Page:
Nearly three-quarters (72 per cent) of business leaders have increased their organization’s investment in diversity, equity and inclusion over the past 12 months, according to a new survey by the World 50 Group, a global community of business leaders.
Direct reports to the chief executive officer were most likely to feel they have access to sufficient talent as well as support from their board and other C-suite leaders, but only 41 per cent of respondents — a decline of eight per cent from 2022 — said middle managers were supportive.
“This year’s survey shows DEI investments are steadily rising, demonstrating both commitment and understanding among large businesses,” said Jennifer Bird Newton, World 50’s chief impact officer, in a press release. “However, continued focus, transparency, constant communication and accountability are necessary for lasting [inclusivity and diversity] change.”
The momentum for DEI initiatives remained particularly strong in larger companies (above $50 billion in revenue). A quarter (26 per cent) of respondents that said they’ve seen an increase in momentum said it came from leadership pressure. And 81 per cent said their most senior DEI leaders report to either the chief human resources officer (69 per cent) or CEO (12 per cent), compared to 59 per cent and 19 per cent, respectively, in 2022.
The majority (81 per cent) of respondents said their DEI budgets have either stayed the same or increased during the past year. This is a 15 per cent increase from companies that said they had sufficient funding for these efforts in 2022. In addition, 59 per cent of leaders also reported having sufficient talent to support their DEI initiatives, a six per cent increase from the previous year.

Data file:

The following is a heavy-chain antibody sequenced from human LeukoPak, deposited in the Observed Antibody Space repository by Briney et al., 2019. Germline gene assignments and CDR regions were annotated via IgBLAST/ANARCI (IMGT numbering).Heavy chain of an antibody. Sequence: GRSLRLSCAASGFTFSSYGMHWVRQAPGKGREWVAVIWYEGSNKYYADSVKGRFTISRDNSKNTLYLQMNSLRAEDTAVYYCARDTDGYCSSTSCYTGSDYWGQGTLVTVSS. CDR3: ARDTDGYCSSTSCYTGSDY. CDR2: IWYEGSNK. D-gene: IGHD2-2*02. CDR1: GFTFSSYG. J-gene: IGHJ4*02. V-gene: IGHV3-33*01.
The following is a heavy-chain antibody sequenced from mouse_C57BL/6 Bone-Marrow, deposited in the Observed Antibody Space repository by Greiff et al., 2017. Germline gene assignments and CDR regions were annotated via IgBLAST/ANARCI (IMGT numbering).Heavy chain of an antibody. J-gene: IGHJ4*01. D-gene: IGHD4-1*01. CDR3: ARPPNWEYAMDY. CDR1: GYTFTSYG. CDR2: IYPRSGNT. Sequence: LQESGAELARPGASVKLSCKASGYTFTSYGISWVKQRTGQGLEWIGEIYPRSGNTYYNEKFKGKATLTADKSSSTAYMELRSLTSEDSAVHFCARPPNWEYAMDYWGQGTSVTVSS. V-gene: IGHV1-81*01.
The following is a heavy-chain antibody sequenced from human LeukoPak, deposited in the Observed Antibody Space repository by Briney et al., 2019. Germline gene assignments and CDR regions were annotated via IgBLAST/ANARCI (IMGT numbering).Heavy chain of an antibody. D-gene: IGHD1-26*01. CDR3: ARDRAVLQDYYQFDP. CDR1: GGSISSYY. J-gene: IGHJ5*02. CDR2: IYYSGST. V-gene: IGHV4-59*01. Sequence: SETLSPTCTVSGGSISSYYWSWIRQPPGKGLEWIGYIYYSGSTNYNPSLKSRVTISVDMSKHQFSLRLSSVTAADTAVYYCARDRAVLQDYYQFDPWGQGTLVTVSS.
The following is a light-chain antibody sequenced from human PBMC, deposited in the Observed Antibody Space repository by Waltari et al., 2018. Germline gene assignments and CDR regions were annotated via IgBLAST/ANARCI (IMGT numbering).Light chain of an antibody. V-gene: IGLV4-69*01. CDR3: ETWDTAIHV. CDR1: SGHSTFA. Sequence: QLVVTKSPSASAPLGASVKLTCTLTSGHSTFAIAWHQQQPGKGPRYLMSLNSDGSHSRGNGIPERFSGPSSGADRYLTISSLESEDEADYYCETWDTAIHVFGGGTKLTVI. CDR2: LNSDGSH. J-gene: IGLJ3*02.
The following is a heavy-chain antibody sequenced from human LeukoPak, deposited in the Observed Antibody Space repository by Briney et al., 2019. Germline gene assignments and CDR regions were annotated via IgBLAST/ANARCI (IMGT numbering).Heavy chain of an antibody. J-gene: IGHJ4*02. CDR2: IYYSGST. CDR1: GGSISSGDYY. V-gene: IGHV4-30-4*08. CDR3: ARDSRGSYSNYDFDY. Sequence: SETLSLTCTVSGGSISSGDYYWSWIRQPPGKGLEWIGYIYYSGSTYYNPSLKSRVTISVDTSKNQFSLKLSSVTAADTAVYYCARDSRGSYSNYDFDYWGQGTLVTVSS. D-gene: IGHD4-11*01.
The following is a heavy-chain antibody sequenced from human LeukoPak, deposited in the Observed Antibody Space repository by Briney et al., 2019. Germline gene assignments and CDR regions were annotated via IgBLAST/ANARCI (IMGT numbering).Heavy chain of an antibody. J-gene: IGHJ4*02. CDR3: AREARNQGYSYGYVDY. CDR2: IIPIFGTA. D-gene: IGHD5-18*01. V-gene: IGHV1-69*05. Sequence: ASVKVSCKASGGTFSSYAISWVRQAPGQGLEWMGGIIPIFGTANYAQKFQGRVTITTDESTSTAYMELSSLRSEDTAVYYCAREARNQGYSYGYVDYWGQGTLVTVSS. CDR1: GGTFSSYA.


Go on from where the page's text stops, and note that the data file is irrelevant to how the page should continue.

In terms of measuring DEI, 94 per cent of survey respondents said they track employee representation, while 78 per cent measure workforce inclusion and belonging.
Despite the increased momentum of DEI, 22 per cent of respondents identified their initiatives as “low” on the maturity scale this year compared to previous years. As well, while 62 per cent of respondents said they don’t think their leaders are effectively held accountable for DEI results, that percentage decreased to 53 per cent among those who directly report to the CEO.
“We are at a critical inflection point for DEI. What is evident is that those who are committed to this work are getting the support and resources they need to move forward,” said David Wilkie, CEO of World 50, in the release. “Building cultures of belonging takes time and, while there is still much work to be done, we are encouraged by the progress we continue to see.”